Body language is defined as the process of communicating nonverbally through conscious or unconscious gestures and movements. It is stated that our communication consists of 35 percent verbal communication and 65 percent non-verbal communication. Moreover, body language is typically an instinctive rather than conscious action. Given that non-verbal communication makes up such a large portion of our total communication, it is important to be cognizant of not only our own body language but that of others to ensure we are truly communicating as intended.
As discussed by Edward G. Wertheim, Ph.D. in The Importance of Effective Communication, non-verbal communication can play five roles:
- Repetition: It repeats and often strengthens the message you’re making verbally.
- Contradiction: It can contradict the message you’re trying to convey, thus indicating to your listener that you may not be telling the truth.
- Substitution: It can substitute for a verbal message.
- Complementing: It may add to or complement your verbal message.
- Accenting: It may accent or underline a verbal message.
Types of non-verbal communication:
- Facial expressions: Real and genuine smiles are seen in the eyes not the mouth.
- Body movement and posture: Crossed arms and legs can signal resistance. Standing up straight with shoulders back illustrates a position of power whereas slouching displays anxiety and isolation.
- Gestures: Raised eyebrows are a sign of discomfort and excessive head nodding can signal anxiety regarding approval.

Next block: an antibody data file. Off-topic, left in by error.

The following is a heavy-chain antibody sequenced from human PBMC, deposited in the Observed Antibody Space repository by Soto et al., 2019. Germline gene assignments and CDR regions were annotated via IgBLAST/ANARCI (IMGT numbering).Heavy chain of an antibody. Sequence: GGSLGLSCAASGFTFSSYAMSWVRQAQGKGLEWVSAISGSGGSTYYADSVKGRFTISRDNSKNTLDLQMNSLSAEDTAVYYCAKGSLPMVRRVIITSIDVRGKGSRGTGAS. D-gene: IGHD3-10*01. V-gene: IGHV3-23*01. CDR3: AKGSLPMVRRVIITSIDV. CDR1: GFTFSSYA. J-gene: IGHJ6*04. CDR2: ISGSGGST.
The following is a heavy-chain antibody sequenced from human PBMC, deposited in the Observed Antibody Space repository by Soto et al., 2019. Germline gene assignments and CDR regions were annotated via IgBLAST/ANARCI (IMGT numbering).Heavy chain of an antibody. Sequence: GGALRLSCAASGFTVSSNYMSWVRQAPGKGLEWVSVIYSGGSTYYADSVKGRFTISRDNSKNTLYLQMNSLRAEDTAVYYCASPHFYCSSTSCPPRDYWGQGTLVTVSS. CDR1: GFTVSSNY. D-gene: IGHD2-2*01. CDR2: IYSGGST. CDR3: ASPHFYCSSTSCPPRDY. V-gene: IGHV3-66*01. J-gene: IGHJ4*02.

- Eye contact: Holding eye contact for longer than normal can be a sign that someone is trying to overcompensate and cover up that they aren’t being truthful.
- Touch: Is it a genuine handshake or a condescending pat on the head?
- Space: Is the person too close and not respecting the need for personal space? This can display affection or dominance depending on the situation.
- Voice: Tone and inflection are very important and can illustrate sarcasm, anger, affection, or confidence to list a few.
We are not mind readers but we do have the ability to decipher the body language of others to understand the complete message an individual is conveying. Being able to read body language also allows us to improve our awareness of an individual’s reaction to what we are saying. Remember, body language is instinctive and unintentional. Understanding this is important when evaluating even our own body language. Are you communicating as you truly intend? This is where emotional awareness comes into play. Being emotionally aware allows you to gain control over both your verbal and non-verbal communication especially in unpleasant or stressful situations.
Becca joined Aureus Group Healthcare Leadership in September 2013 and has more than 15 years of experience in the healthcare industry. With experience on the provider, payer, and insurance broker sides of healthcare, she possesses the operational, clinical, and regulatory knowledge necessary to adequately assess and screen candidates. As a recruiter, Becca focuses on healthcare administration searches across the United States with a priority focus in the Midwest. Becca graduated from East Carolina University in Greenville, NC with a bachelor’s degree in exercise sport science. She also earned a Master of Healthcare Administration as well as an MBA from the University of Maryland University College in Adelphi, MD.